Referring to FIG. 4, there is shown the spinner assembly 26 mounted on thetop wall 27 of the housing. Spinner assembly body 31 has an inwardly directed central rib 43 dividing the main body into a first chamber 44 and a second chamber 46. The support 32 has an upwardly directed sleeve or tubular boss 47 threaded to the main body 31. Located within sleeve 47 is a thrust bearing 48. An elongated sleeve bearing 49, as a plastic sleeve, is located in the sleeve 47 adjacent an O-ring 41. Extended longitudinally through the bearing 49, O-ring 41 and thrust bearing 48 is a tubular I shaft 52 having a central passage 53. The shaft 52 projnect the passageway 53 with the passageways in the arms 36 and 37. A snap ring 54 on the shaft 52 adjacent the rib 43 holds the shaft in assembled relation with the thrust bearing 48. The outer end of the main body 31 has an inlet plug 56 which is threaded into the chamber 46 to force an O-ring 57 into engagement with the top of the body. Located between the plug 56 and the rib 43 is a seal means 58, as a plurality of packing rings, which surround the outer end of the shaft 52. The inlet of the shaft 52 projects slightly into the passage 59 of the inlet plug 56. The fluid line 21, through a suitable coupler, is attached to the inlet plug 56 so that fluid under pressure is directed through the inlet plug passage 59 into the shaft passage 53 and into the head 34 for distribution to the arms 36 and 37. This fluid is discharged through the nozzles 38 and 39 secured to the ends of the arms 36 and 37.

In use, the shaft 52 is rotatably carried on the support 32 with the sleeve bearing 49. The axial thrust of shaft 52 is taken up by the thrust bearing 48 which rests against the end of support sleeve 47. The seal means 58, in conjunction with the bearings, provide for a combined bearing and seal for shaft 52. Bearings 48 and 49 take both the axial and lateral thrust on the'shaft 52 due to the pressure on the cleaning fluid and the rotation of the shaft. v

Referring to FIGS. 6 and 7 of the drawings, there is shown a cleaning apparatus, indicated generally at 61, for continuously cleaning members 62, as shackle hooks or other holding objects, supported from a moving conveyor 63. The apparatus 61 has a pair of facing cleaning units 64 and 66 located on opposite sides' of members 62. The oppositely directed cleaning fluid being discharged on members 62 keeps the members in line and out of engagement with the movable parts of the cleaning apparatus. Guide'structures 65 are provided between the cleaning units to orientate and keep the objects to be cleaned in proper alignment. Guide structures 65 are rods securedto units 64 and or may be separate structures for maintaining the position of members 62 as they pass between the units. The ends of the rods are curved outwardly to guide members 62 between units 64 and 66.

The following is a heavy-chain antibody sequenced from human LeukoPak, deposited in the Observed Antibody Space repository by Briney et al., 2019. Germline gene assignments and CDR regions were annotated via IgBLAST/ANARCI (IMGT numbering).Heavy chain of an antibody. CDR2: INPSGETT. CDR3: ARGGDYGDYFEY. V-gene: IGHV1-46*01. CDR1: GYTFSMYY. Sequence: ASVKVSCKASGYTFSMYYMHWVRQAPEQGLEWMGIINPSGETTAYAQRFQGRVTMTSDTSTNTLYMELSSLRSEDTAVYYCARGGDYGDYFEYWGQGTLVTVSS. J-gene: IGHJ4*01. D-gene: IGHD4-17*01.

Cleaning units64 and 66 are adjustably mountedgon a pair of generally upright frames or stands68 so that the cleaning apparatus can accomodate members to be cleaned which are located at varying heights. As shown in FIGS. 6 and 7, the cleaning units 64 and 66 are positioned on top of the frames 68.

The cleaning units. 64 and 66'are identical in structure. The following description is limited to cleaning unit 64. The parts of cleaning unit 66. which correspond to parts of cleaning unit 64 are identified with the same reference numeral having the suffix A. Cleaning unit 64 has a shroud or housing 69 having a disc-like top wall 71 integral with the cylindrical flange 72 terminating in an edge 73 located generally in a transverse plane. The housing is a large pan-shaped member having a chamber 65 and open side which serves to confine and concentrate the cleaning fluid for discharge onto the member 62 which moves adjacent the edge 73.